Tuesday, March 22, 2022

Lillian Faderman's "Woman: The American History of an Idea"

Lillian Faderman is an internationally known scholar of lesbian and LGBT history and literature, as well as ethnic history and literature. Her books on the history of gender and sexuality have won numerous prizes, including seven Lambda Literary Awards, two Stonewall Book Awards, and the Anisfield-Wolf Book Award.

Faderman applied the “Page 99 Test” to her newest book, Woman: The American History of an Idea, and reported the following:
On page 99, it is 1805 and Abraham Luckenbach, a Moravian missionary who is determined to save the Indians from the demon alcohol by baptism, mocks Beate, a Delaware wise woman, for her own efforts. Beate has tried to convince her people that they must “live again as in olden times and drink no more whiskey.” To Europeans such as Luckenbach, who scoffed at women as spiritual leaders, Beate is reduced to “a babbling old woman.”

If readers opened my book to page 99 they would get a fair hint of what Woman: The American History of an Idea is about. The book covers 400 years of the notion of “woman” as it was conceptualized and reconceptualized for and by American females of all races and classes. I begin in 1637, with the utter bafflement of Puritan leader Roger Williams when a woman leader of the Pequot Indians comes to the colonists to negotiate peace on behalf of her tribe. I show in these opening pages how different the colonists’ idea of woman and her role was from that of the Pequot.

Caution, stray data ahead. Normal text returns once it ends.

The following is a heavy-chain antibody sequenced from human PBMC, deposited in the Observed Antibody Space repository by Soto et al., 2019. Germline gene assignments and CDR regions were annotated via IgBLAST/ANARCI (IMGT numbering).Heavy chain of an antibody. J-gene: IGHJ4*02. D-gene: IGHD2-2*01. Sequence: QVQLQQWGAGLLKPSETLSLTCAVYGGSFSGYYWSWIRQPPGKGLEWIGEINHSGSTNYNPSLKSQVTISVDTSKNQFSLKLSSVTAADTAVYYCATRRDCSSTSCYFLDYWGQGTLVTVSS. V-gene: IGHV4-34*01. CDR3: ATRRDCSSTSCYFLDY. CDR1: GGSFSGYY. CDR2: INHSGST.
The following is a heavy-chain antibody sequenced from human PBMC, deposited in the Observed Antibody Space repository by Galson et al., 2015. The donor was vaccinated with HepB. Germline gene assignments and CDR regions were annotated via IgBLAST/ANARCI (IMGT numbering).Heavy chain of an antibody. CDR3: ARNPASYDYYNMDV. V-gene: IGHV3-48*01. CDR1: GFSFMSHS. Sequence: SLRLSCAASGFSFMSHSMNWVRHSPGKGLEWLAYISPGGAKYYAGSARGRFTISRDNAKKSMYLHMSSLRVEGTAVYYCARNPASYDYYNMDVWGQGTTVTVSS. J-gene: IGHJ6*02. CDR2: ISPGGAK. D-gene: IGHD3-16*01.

Woman examines the persistence through the centuries of the ideas of “woman”—“the weaker vessel,” “yielding subjugation to her husband,” forbidden to be “a rash rambler abroad.” I show how race or class affected those ideas; I tell stories of women who were complicit and women who resisted; and I depict how rebel ideas frequently became the catalyst for an evolution in the concept of “woman.” I conclude the book by asking whether women have now moved so far from the confines of “woman” that never again can the tyranny of old notions reemerge—as they did, for instance, in the 1950s, after the upheavals of the Depression and World War II. Will “woman” always be the default concept that takes hold in times of duress? Or have the ideas of “woman” now mutated so completely that there will never again be a long return to the prison of gender?
Visit Lillian Faderman's website.

The Page 99 Test: The Gay Revolution.

--Marshal Zeringue